The snow-clad crags and bright green mountain meadows were spectacular driving south through the Swiss Alps on the way to Italy. Cremant, Alsacien champagne was the morning drink of choice on our tour bus...
Strasbourg, France, had been the gathering place for our fall European tour -- more precisely, the Mondial de la biere festival. My duties put me front and central at the fest organizing, for the third consecutive year, the American Pavilion. The Strasbourg festival is the younger sibling of the Montreal festival of the same name. It ran for four days, Fri-Mon, Oct. 21-24 featuring 500 beers from 120 breweries and 14 countries. Yep, it was a pretty big show. In the American Pavilion, we poured 45 different beers from 13 breweries. (See Strasbourg story in ASN's Dec-Jan issue or here on online).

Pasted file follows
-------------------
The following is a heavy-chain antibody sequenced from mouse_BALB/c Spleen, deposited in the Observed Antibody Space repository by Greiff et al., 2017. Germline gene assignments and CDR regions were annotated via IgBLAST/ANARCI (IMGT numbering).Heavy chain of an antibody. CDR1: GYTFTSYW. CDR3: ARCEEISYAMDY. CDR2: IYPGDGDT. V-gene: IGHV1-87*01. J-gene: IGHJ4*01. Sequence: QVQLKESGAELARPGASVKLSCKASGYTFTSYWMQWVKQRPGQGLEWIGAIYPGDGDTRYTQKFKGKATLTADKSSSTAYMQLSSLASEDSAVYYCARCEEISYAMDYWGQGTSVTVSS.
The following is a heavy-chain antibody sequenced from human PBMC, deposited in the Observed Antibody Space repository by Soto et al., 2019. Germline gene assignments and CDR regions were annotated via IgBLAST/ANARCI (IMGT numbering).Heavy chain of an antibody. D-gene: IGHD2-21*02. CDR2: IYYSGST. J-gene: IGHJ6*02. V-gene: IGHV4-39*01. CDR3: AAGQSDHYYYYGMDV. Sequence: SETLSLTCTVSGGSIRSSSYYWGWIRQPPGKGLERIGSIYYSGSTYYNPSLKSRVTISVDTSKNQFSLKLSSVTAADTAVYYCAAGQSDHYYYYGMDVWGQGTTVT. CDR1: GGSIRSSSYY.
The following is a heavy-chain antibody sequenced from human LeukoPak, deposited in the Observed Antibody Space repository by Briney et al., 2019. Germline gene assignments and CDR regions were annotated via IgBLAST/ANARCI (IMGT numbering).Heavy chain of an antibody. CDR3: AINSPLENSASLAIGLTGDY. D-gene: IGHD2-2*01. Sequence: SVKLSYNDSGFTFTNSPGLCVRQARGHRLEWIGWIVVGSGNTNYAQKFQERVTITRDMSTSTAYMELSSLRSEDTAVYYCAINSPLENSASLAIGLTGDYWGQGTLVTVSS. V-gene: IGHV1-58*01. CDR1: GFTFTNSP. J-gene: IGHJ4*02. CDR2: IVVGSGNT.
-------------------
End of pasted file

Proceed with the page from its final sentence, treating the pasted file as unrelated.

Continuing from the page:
Our tour group arrived in Strasbourg from the US on the Sunday, by way of Stuttgart and Baden-Baden. Lodged at the Hilton, the Fest was just a stone's throw away, so the group had the best part of two days to check out city and Fest (with VIP access). Tuesday, we spent a day touring in Alsace, driving down to picturesque Colmar with a stop the Bott Freres winery. Purchases of the Cremant (they can't call it champagne, because it is not the champagne area) proved popular, especially after the heavy beer work at Mondial. With the sun sinking over Les Vosges (the Alsacien hills), the bus returned to Strasbourg with a stop at Brasserie Saint-Pierre, a small bottling brewpub with a lot of selections. We particularly liked the Christmas Ale.